Fundamentals: Masking a C3D Object

OK, so it’s not really a fundamental thing, but it falls in the “Oh, I thought everyone knew that,” category whenever I bring it up. And yet, lots of people don’t know. How to mask a portion of a C3D object, that doesn’t have a masking function? Read on….

So, you have an alignment referenced into your drawing. And for whatever reason, you need to hide part of it, say, the portion here inside my white polyline.


So, not easy to do. Unless you know that C3D is build on top of a bunch of old ADT tools, and that one of those is a masking tool. Type AECCONVERTLINEWORKTOMASKBLOCK at the command line, and select the closed poly. You’ll be presented with the following dialog:


You can choose to mask ALL AEC objects (like say, the surface underneath my alignment) or just specific ones. In this case, I just want the alignment to hide, so I’ll pick the options shown.

Pick the alignment, and voila:


The object is masked. I did go an modify the display style used by the mask object by clicking through and turning it off, but you could also have simply placed the linework on a no-plot layer if I understand it correctly.


  1. Jon Rizzo says:

    Or, knowing that Civil 3D is built on AutoCAD, you could draw a hatch using a plot style (or color) that has 0% screening.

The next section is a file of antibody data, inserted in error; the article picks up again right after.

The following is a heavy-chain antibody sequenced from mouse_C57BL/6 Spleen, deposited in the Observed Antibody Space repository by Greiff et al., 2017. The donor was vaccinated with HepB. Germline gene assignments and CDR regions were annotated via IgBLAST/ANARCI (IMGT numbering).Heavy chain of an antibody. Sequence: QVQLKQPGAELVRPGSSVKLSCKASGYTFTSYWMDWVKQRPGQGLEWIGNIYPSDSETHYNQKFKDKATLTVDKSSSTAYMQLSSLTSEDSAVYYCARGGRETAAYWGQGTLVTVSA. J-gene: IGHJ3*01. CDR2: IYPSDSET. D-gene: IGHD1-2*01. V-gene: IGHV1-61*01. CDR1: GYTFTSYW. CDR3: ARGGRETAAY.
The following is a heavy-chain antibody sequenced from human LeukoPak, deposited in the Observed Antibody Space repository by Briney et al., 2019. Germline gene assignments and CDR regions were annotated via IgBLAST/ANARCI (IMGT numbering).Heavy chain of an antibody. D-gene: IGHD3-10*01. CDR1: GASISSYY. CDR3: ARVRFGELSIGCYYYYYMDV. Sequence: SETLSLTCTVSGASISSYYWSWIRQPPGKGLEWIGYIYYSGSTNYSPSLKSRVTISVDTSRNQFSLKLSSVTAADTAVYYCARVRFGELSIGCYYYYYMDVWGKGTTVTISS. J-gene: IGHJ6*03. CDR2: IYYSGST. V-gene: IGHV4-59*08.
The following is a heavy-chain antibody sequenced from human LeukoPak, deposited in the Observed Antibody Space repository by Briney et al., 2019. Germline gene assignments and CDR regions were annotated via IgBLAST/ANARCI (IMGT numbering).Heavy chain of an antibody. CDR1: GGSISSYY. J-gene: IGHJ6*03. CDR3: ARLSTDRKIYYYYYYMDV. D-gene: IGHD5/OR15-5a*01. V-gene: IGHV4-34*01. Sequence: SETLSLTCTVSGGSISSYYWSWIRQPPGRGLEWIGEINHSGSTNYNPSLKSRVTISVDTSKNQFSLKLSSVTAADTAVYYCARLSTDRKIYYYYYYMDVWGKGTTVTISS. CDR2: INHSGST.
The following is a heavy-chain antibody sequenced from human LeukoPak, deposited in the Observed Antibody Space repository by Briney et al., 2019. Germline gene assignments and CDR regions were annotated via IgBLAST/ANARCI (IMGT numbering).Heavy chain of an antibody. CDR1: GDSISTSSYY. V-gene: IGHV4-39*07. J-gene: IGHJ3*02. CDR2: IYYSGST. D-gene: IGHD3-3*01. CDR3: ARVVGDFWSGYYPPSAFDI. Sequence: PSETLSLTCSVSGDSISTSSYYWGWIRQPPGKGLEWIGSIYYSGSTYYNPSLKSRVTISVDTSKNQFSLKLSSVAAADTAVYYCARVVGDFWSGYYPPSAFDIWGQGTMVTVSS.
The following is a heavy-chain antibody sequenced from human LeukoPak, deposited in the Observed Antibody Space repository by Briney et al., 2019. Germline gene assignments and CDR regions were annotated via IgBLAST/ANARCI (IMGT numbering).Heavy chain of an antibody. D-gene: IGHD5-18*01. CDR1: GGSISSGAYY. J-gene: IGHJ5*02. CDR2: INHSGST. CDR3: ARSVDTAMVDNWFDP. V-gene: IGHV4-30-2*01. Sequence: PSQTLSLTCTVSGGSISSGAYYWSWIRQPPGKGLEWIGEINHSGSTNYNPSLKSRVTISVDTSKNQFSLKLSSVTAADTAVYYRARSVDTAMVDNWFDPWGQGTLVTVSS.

2. Jon Rizzo says:

    *sigh*. I just realized the silliness of my comment. Nothing to see here…these aren’t the droids you’re looking for…move along…

  3. Ray Fernandez says:

    Silly question:
    What is the advantage here, as opposed to the old WIPEOUT command, hiding frames, then using DRAWORDER to make sure the stationing is on top?

  4. As I understand it, this doesn’t mask anything but the object selected, regardless of draworder.

  5. sean twomey says:

    I couldn’t get this to work on the Surface Object (works great on everything else) – is there a trick to this?

  6. Jonathan Stewart says:

    The surface object has it’s own Masking found in the Prospector under the created surface. This is different then the a boundary because the triangulation of the surface still occurs under the Mask.

  7. sean twomey says:

    Ahhhhh (I can’t believe I didn’t realise this already)
    Now that I’m aware of this feature that’s been in the software possibly since it first came out, I may have a cunning use for it:)

  8. Jeff Paulsen says:

    I am not sure why you would mask a label but I did while I was randomly testing the mask on different objects.

    Be careful masking labels. I masked the EVC label portion of a vertical curve label and it changed the style for the visible parts of the VC label.

  9. Cynthia Colthorp says:

    I masked part of the line of a label in profile (to jog around other labels) and found it converted all text to standard as well (eventhough the default style for this drawing is set to ROMANS); is there a solution/fix? This was the first time I recognized a use for this type of masking as I still wanted to display the grid lines behind it and found it worked well, except for the aforementioned issue:(